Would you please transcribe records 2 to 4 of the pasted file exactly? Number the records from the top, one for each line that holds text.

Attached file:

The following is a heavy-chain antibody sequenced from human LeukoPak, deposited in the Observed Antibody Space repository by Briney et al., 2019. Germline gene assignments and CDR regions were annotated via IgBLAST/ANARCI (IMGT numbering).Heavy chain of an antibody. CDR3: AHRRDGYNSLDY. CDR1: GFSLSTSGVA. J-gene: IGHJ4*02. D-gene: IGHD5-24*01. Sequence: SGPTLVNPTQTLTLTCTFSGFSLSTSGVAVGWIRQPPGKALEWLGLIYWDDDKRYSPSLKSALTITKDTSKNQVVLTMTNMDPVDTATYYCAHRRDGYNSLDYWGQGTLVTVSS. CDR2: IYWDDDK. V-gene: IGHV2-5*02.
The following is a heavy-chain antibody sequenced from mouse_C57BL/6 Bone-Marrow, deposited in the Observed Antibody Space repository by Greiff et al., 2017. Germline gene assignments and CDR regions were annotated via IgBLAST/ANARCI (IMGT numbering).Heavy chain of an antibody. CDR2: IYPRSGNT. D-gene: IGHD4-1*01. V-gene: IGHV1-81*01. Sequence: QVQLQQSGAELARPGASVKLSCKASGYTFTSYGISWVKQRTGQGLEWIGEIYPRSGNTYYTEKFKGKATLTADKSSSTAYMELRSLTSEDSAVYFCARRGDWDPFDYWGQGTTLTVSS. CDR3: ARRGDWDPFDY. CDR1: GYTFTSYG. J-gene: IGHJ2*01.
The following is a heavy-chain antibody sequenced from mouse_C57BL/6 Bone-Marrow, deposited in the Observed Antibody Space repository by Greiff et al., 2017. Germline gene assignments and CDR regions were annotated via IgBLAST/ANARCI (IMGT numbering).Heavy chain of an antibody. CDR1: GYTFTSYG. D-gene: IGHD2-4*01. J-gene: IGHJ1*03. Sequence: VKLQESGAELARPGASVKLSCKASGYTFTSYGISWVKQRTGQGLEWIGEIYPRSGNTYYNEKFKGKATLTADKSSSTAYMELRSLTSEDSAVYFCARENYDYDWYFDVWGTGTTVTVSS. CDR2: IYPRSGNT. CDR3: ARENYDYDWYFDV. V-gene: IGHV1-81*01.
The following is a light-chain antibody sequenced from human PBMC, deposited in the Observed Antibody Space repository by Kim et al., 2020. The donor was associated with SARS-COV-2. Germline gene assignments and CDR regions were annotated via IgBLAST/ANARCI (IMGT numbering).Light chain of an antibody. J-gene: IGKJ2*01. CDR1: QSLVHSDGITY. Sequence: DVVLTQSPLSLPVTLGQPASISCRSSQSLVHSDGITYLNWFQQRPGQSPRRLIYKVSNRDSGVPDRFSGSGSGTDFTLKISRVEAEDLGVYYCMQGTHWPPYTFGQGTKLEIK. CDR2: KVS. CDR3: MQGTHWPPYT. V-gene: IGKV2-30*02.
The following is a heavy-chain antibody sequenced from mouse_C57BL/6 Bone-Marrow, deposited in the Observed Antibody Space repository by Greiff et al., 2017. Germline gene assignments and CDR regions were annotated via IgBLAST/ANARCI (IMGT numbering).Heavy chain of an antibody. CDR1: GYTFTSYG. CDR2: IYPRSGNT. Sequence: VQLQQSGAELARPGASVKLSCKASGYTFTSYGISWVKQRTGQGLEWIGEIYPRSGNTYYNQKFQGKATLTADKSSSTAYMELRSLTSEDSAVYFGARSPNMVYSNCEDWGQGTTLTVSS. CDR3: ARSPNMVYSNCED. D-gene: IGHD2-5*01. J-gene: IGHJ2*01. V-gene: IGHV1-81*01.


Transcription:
The following is a heavy-chain antibody sequenced from mouse_C57BL/6 Bone-Marrow, deposited in the Observed Antibody Space repository by Greiff et al., 2017. Germline gene assignments and CDR regions were annotated via IgBLAST/ANARCI (IMGT numbering).Heavy chain of an antibody. CDR2: IYPRSGNT. D-gene: IGHD4-1*01. V-gene: IGHV1-81*01. Sequence: QVQLQQSGAELARPGASVKLSCKASGYTFTSYGISWVKQRTGQGLEWIGEIYPRSGNTYYTEKFKGKATLTADKSSSTAYMELRSLTSEDSAVYFCARRGDWDPFDYWGQGTTLTVSS. CDR3: ARRGDWDPFDY. CDR1: GYTFTSYG. J-gene: IGHJ2*01.
The following is a heavy-chain antibody sequenced from mouse_C57BL/6 Bone-Marrow, deposited in the Observed Antibody Space repository by Greiff et al., 2017. Germline gene assignments and CDR regions were annotated via IgBLAST/ANARCI (IMGT numbering).Heavy chain of an antibody. CDR1: GYTFTSYG. D-gene: IGHD2-4*01. J-gene: IGHJ1*03. Sequence: VKLQESGAELARPGASVKLSCKASGYTFTSYGISWVKQRTGQGLEWIGEIYPRSGNTYYNEKFKGKATLTADKSSSTAYMELRSLTSEDSAVYFCARENYDYDWYFDVWGTGTTVTVSS. CDR2: IYPRSGNT. CDR3: ARENYDYDWYFDV. V-gene: IGHV1-81*01.
The following is a light-chain antibody sequenced from human PBMC, deposited in the Observed Antibody Space repository by Kim et al., 2020. The donor was associated with SARS-COV-2. Germline gene assignments and CDR regions were annotated via IgBLAST/ANARCI (IMGT numbering).Light chain of an antibody. J-gene: IGKJ2*01. CDR1: QSLVHSDGITY. Sequence: DVVLTQSPLSLPVTLGQPASISCRSSQSLVHSDGITYLNWFQQRPGQSPRRLIYKVSNRDSGVPDRFSGSGSGTDFTLKISRVEAEDLGVYYCMQGTHWPPYTFGQGTKLEIK. CDR2: KVS. CDR3: MQGTHWPPYT. V-gene: IGKV2-30*02.